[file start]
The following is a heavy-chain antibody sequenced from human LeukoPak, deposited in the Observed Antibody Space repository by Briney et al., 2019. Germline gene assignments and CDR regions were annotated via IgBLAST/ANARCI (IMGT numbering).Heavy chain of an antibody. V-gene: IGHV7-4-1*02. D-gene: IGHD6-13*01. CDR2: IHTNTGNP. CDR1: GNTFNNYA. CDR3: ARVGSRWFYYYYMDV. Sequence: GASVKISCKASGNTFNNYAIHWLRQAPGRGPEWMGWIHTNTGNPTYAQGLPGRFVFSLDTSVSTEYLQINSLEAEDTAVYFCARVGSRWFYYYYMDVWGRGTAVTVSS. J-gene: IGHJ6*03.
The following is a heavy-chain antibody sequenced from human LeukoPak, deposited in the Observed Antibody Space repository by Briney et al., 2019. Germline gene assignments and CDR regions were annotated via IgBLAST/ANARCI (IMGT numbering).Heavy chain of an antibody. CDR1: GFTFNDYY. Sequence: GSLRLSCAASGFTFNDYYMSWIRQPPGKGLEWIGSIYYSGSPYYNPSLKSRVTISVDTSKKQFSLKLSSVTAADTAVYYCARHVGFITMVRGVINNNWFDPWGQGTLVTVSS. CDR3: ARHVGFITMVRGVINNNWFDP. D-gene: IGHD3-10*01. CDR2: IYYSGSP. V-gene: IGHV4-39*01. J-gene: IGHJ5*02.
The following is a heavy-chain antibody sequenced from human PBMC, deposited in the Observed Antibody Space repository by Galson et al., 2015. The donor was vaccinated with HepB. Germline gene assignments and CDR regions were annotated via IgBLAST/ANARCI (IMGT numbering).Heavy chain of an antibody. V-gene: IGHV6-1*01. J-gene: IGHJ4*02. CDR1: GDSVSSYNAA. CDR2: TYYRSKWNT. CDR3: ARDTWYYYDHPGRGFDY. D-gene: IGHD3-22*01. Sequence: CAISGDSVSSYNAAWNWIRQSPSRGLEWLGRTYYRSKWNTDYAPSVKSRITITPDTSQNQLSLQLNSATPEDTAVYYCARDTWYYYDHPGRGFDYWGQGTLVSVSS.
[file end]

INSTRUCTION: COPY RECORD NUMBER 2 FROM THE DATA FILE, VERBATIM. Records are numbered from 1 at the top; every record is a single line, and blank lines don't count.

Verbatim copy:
The following is a heavy-chain antibody sequenced from human LeukoPak, deposited in the Observed Antibody Space repository by Briney et al., 2019. Germline gene assignments and CDR regions were annotated via IgBLAST/ANARCI (IMGT numbering).Heavy chain of an antibody. CDR1: GFTFNDYY. Sequence: GSLRLSCAASGFTFNDYYMSWIRQPPGKGLEWIGSIYYSGSPYYNPSLKSRVTISVDTSKKQFSLKLSSVTAADTAVYYCARHVGFITMVRGVINNNWFDPWGQGTLVTVSS. CDR3: ARHVGFITMVRGVINNNWFDP. D-gene: IGHD3-10*01. CDR2: IYYSGSP. V-gene: IGHV4-39*01. J-gene: IGHJ5*02.